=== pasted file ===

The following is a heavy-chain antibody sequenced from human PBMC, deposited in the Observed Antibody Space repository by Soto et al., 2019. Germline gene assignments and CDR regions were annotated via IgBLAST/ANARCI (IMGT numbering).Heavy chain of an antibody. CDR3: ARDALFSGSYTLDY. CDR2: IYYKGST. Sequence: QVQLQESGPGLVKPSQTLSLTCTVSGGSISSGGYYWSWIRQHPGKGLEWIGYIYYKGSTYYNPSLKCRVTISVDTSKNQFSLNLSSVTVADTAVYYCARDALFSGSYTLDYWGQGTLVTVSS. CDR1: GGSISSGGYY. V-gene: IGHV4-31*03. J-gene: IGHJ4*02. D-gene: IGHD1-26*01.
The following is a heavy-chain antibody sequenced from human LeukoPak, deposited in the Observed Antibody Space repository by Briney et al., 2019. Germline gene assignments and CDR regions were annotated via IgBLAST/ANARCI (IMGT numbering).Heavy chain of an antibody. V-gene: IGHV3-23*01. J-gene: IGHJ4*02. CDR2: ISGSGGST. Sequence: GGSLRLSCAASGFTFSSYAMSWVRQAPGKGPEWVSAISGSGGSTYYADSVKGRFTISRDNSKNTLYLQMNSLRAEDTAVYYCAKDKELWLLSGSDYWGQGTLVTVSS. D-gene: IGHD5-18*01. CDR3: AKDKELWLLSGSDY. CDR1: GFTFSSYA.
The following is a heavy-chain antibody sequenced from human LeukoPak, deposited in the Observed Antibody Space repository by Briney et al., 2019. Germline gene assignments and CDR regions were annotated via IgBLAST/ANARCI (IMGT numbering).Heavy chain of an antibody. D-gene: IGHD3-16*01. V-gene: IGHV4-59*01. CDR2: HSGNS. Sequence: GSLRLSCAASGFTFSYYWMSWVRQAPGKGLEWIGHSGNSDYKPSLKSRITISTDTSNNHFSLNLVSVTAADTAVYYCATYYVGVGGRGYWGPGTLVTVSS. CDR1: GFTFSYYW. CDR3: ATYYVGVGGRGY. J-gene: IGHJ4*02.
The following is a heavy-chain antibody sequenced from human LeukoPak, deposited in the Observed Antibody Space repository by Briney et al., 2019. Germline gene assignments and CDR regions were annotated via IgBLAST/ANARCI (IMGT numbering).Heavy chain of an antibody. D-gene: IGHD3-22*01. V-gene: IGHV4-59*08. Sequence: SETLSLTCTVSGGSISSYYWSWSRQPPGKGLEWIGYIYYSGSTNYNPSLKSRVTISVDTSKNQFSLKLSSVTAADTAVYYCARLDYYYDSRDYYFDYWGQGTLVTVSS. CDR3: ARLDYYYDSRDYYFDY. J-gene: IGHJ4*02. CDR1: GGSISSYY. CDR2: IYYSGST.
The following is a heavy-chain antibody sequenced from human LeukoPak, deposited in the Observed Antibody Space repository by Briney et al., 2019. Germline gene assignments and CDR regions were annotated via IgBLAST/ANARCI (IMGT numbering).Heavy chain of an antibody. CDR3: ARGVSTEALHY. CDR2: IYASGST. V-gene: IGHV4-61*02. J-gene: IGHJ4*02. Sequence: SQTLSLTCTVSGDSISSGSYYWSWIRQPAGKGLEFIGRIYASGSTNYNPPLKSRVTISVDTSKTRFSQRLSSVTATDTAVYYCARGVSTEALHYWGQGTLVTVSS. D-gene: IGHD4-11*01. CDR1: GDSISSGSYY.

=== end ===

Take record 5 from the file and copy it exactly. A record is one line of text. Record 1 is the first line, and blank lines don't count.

The following is a heavy-chain antibody sequenced from human LeukoPak, deposited in the Observed Antibody Space repository by Briney et al., 2019. Germline gene assignments and CDR regions were annotated via IgBLAST/ANARCI (IMGT numbering).Heavy chain of an antibody. CDR3: ARGVSTEALHY. CDR2: IYASGST. V-gene: IGHV4-61*02. J-gene: IGHJ4*02. Sequence: SQTLSLTCTVSGDSISSGSYYWSWIRQPAGKGLEFIGRIYASGSTNYNPPLKSRVTISVDTSKTRFSQRLSSVTATDTAVYYCARGVSTEALHYWGQGTLVTVSS. D-gene: IGHD4-11*01. CDR1: GDSISSGSYY.